If ANC doesn’ get its house in order‚ it will lose 2019 elections: Pravin Gordhan

Former finance minister Pravin Gordhan has said that if the country’s states of affairs continue the way they are‚ the African National Congress (ANC) will lose the 2019 general elections.

“Many of us are extremely worried that if we continue as we are in the African National Congress‚ we are likely to lose the 2019 elections‚” Gordhan said during an interview with CNN on Thursday.

“But if we‚ like any business or political organisation‚ fail to master the right leadership‚ stick by the right kind of values and do the right thing by the organisation and the people of South Africa‚ then of course we will fail – and one hopes by the end of the end of the year we will be able to find the courage that is required‚ the boldness that is required to steer the ANC to a different direction.

“The one thing that makes me sad is that we have allowed a situation to develop where a handful of individuals appear to be able to dictate‚ to some extent‚ where this country goes in terms of the use of its economic resource. We’ve allowed greed to become a factor in the way people behave both in the private domain and private domain.”

Gordhan said he hopes that the ANC’s elective conference in December will help the party get back on its feet.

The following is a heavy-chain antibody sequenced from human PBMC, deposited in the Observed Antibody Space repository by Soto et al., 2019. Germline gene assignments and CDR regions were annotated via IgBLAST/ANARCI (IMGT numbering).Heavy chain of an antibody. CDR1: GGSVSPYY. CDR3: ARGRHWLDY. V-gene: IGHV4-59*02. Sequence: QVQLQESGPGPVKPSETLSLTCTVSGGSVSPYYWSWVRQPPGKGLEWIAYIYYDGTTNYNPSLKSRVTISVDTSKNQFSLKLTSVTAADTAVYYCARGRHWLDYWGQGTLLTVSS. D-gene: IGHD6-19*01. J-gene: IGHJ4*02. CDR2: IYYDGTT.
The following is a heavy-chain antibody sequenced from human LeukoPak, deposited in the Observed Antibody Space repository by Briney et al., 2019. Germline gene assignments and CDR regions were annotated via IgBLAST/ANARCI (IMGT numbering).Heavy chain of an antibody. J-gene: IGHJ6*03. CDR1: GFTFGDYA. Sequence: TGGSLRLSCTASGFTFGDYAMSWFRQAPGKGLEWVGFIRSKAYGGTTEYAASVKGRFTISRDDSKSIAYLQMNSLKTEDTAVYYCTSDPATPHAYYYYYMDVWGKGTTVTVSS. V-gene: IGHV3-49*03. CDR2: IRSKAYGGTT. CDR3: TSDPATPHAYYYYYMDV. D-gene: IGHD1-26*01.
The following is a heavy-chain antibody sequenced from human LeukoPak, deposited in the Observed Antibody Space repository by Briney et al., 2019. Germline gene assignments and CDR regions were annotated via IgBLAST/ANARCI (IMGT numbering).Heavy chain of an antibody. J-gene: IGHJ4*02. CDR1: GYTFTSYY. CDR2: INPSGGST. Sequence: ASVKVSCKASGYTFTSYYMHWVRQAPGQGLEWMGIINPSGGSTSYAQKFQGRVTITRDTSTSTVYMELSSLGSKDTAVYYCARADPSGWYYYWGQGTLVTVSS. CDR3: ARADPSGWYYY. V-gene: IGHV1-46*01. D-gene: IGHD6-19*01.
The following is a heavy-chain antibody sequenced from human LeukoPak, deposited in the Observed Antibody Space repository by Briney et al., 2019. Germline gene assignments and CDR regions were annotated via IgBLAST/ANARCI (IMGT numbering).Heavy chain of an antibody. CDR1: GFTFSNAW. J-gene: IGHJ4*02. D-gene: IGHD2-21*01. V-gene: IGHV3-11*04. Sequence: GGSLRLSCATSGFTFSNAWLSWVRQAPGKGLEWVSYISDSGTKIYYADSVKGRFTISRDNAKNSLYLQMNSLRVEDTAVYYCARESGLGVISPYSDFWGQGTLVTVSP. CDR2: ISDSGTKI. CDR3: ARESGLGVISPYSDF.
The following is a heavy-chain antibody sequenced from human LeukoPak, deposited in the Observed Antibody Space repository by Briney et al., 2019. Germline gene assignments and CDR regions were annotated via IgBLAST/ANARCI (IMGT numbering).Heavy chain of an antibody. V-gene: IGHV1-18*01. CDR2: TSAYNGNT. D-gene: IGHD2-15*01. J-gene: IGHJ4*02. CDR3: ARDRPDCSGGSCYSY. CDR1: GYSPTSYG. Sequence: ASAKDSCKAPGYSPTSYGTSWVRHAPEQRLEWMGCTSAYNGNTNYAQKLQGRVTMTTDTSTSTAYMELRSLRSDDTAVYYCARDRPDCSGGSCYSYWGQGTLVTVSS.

“The opportunity is there for us to go through a process where we implement what we’ve been saying that the ANC needs to renew itself. It needs to find its inner set of values again and sense of mission in terms of serving South Africans

Asked to comment on allegations that he was plotting to undermine President Jacob Zuma‚ Gordhan said: “No. The answer is simply no. This was based on some intelligence report‚ which was later found to be false or unbelievable. I am a loyal patriot … That kind of nonsense is precisely that‚ it’s nonsense.

He would not be drawn into commenting on whether he has faith left in Zuma’s leadership.

“There is no one person who leads a big organisation like the ANC. In South Africa we have what we call a culture of a collective leadership‚” Gordhan said.

Despite his axing as finance minister‚ Gordhan said he remained optimistic that there are people in the private and public sector who are committed to fighting corruption.

“We’ve had a report from an institution called the public protector‚ last year‚ which has mapped out some of the kinds of corruption between certain families and certain state institutions that it would appear is taking place and should be subjected to more thorough investigation by a judicial commission of inquiry.

“Most South Africans would agree that such a commission of inquiry would help clear the air‚ understand the magnitude of what is going on‚ unearth who is fundamentally benefiting from this kind of corruption that is actually taking place and that the law needs to take its course if profoundly wrong things are actually seen to be done‚” he said.

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